Peter's (St.) Lane - Pewter Pot Inn

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Centre for Metropolitan History

Publication

Author

Henry A Harben

Year published

1918

Supporting documents

Citation Show another format:

'Peter's (St.) Lane - Pewter Pot Inn', A Dictionary of London (1918). URL: http://www.british-history.ac.uk/report.aspx?compid=63270 Date accessed: 23 July 2014.


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Peter's (St.) Lane

See Peter's (St.) Hill.

Peter's Court

In Ironmonger Row (Dodsley, 1761).

Not named in the maps.

Peter's Court

South out of Royal Mint Street with a passage east into Well Yard and Cartwright Street (P.C. 1732 to 1913, and see below).

The portion leading east into Cartwright Street is called "Little Peter Court" in O.S.1875.

Differently planned in Horwood and Rocque. Former name: "Middelborr Alley" (Strype, Ed. 1720).

In 1880-4 the part into Cartwright Street was cleared for the erection of the Artizans' Dwellings there, and in 1913 the part leading out of Royal Mint Street was closed, apparently for demolition.

Petreslane

See Peter's (St.) Hill.

Petronilia (St.)

Tenement in Fletestrete in parish of St. Petronilla, 33 Ed. III. (Anc. Deeds, C. 2983).

No further mention,

Can this be connected with Parnell St. (q.v.) of the Temple mentioned by Stow?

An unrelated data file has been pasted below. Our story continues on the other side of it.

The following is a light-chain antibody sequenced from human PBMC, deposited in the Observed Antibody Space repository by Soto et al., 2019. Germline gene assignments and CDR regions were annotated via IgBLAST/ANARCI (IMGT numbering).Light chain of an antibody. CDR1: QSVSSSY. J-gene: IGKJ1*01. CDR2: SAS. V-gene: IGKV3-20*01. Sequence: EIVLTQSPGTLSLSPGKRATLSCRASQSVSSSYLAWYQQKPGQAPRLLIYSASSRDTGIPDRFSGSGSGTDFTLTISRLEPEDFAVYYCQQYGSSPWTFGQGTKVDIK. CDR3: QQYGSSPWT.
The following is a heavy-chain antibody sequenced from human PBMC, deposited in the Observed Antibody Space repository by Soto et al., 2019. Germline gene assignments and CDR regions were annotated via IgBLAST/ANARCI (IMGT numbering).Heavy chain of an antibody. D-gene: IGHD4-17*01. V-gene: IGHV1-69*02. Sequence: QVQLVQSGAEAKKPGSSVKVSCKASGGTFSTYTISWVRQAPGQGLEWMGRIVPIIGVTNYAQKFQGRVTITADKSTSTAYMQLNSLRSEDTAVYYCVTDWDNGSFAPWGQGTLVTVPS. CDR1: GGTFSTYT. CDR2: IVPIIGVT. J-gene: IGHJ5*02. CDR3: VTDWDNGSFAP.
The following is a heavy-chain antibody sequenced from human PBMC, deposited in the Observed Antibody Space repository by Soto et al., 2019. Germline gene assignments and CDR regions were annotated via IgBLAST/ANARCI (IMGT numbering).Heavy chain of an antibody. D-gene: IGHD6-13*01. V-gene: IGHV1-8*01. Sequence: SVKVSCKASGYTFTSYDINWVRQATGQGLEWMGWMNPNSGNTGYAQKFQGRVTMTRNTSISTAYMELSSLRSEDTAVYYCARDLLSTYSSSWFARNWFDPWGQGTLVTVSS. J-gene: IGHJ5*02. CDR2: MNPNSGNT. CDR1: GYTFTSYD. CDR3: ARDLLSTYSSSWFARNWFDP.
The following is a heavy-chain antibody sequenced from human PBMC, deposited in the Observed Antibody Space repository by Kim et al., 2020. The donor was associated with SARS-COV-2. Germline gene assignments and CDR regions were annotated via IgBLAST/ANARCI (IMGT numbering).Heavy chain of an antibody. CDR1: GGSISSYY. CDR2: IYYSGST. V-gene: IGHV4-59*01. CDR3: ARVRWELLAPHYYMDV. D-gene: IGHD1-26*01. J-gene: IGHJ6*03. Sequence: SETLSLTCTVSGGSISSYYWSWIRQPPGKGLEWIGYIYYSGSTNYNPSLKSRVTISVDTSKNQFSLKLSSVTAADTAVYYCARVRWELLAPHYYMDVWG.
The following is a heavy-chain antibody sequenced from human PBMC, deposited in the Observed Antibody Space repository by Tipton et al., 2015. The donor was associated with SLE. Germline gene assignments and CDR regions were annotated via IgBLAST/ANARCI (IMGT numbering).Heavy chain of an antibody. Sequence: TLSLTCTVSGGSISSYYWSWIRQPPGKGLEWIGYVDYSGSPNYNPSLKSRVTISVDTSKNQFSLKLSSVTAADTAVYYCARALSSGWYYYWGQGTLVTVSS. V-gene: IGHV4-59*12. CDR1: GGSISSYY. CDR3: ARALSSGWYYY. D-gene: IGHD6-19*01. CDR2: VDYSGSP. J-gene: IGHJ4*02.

Petticoat Lane

See Middlesex Street.

Petticoat Square

At the western end of Nightingale Place, west of Middlesex Street. In Portsoken Ward (Rocque, 1746-O.S. 25 in. 1880).

In the 18th century and as late as 1818 Petticoat Square included Nightingale Place

Former narnes: "Bates' Yard" (O. and M. 1677). "InkHorne Court" (q.v.) (Strype, ed, 1720).

Site cleared and occupied by the City of London Artizans' Dwellings, 1884 (q.v.).

Petty Cannons

See Cannon Alley.

Petty Cannons' Court

North out of St. Paul's Churchyard and west to Paul's Alley. In Farringdon Ward Within (O. and M. 1677-Strype, 1755).

See Chapter House Court.

Petty Canons' Alley

See Cannon Alley.

Petty Prance

West of St. Botolph Bishopsgate with a passage to Moorfields. In Bishopsgate Ward Without. Stow describes it as a quadrant separated from St. Botolph's Churchyard by a causeway (S. 166).